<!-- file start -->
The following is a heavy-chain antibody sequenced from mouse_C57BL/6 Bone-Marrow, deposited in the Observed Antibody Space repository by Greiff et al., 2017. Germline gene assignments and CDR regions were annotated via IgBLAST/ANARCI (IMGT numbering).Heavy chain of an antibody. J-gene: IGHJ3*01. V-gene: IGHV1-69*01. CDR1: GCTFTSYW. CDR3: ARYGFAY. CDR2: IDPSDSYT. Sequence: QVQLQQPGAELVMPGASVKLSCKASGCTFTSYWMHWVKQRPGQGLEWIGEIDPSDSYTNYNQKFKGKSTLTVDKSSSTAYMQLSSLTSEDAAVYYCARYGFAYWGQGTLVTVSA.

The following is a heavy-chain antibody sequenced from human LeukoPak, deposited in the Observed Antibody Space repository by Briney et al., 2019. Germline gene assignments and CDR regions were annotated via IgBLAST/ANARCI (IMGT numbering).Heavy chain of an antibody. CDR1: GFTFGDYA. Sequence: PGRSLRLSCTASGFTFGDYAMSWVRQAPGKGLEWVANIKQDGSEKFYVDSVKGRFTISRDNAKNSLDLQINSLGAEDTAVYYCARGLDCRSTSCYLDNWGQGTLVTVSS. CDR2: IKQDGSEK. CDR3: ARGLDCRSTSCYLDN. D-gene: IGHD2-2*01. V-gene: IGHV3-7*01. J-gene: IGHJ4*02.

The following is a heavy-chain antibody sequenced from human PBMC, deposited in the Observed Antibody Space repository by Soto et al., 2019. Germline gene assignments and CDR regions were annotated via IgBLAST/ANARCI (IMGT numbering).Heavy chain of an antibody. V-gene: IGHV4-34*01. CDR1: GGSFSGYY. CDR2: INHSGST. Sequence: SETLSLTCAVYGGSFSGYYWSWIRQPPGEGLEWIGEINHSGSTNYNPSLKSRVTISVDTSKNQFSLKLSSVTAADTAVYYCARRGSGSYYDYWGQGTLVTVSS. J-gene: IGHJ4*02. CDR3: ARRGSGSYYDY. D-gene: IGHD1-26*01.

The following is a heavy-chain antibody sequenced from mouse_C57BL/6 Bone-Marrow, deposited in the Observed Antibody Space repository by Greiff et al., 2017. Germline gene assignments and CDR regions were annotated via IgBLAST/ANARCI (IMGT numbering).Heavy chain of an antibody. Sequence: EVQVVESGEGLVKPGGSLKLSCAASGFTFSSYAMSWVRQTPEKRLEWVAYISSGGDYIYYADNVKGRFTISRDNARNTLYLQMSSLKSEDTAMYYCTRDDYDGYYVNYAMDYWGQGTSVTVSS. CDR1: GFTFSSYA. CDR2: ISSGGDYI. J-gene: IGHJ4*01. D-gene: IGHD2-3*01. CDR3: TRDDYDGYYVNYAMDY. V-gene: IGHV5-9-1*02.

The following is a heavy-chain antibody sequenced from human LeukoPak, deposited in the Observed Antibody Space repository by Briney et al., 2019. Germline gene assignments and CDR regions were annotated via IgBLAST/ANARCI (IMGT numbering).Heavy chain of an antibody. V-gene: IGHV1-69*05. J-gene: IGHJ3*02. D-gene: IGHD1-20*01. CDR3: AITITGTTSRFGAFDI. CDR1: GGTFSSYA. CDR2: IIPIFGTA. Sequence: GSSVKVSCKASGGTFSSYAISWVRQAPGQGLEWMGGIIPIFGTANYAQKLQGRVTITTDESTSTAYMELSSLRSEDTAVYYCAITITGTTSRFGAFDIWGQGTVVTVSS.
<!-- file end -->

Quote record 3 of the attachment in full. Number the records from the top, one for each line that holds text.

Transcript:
The following is a heavy-chain antibody sequenced from human PBMC, deposited in the Observed Antibody Space repository by Soto et al., 2019. Germline gene assignments and CDR regions were annotated via IgBLAST/ANARCI (IMGT numbering).Heavy chain of an antibody. V-gene: IGHV4-34*01. CDR1: GGSFSGYY. CDR2: INHSGST. Sequence: SETLSLTCAVYGGSFSGYYWSWIRQPPGEGLEWIGEINHSGSTNYNPSLKSRVTISVDTSKNQFSLKLSSVTAADTAVYYCARRGSGSYYDYWGQGTLVTVSS. J-gene: IGHJ4*02. CDR3: ARRGSGSYYDY. D-gene: IGHD1-26*01.